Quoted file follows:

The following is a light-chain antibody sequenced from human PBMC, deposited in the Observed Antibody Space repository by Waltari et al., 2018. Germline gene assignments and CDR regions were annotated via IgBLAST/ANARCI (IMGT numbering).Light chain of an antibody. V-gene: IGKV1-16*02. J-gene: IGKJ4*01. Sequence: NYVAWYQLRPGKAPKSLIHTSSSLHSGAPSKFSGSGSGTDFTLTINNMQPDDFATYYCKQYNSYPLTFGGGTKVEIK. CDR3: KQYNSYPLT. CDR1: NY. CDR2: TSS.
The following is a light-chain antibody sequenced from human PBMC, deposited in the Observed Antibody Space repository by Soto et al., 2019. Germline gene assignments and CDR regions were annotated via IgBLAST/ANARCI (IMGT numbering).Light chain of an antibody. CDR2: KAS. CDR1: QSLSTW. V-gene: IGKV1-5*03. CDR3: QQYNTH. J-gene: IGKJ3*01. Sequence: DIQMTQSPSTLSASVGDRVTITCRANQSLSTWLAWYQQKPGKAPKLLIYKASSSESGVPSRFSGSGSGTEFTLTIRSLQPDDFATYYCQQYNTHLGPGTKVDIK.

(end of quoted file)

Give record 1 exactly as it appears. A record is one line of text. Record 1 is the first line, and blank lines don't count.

The following is a light-chain antibody sequenced from human PBMC, deposited in the Observed Antibody Space repository by Waltari et al., 2018. Germline gene assignments and CDR regions were annotated via IgBLAST/ANARCI (IMGT numbering).Light chain of an antibody. V-gene: IGKV1-16*02. J-gene: IGKJ4*01. Sequence: NYVAWYQLRPGKAPKSLIHTSSSLHSGAPSKFSGSGSGTDFTLTINNMQPDDFATYYCKQYNSYPLTFGGGTKVEIK. CDR3: KQYNSYPLT. CDR1: NY. CDR2: TSS.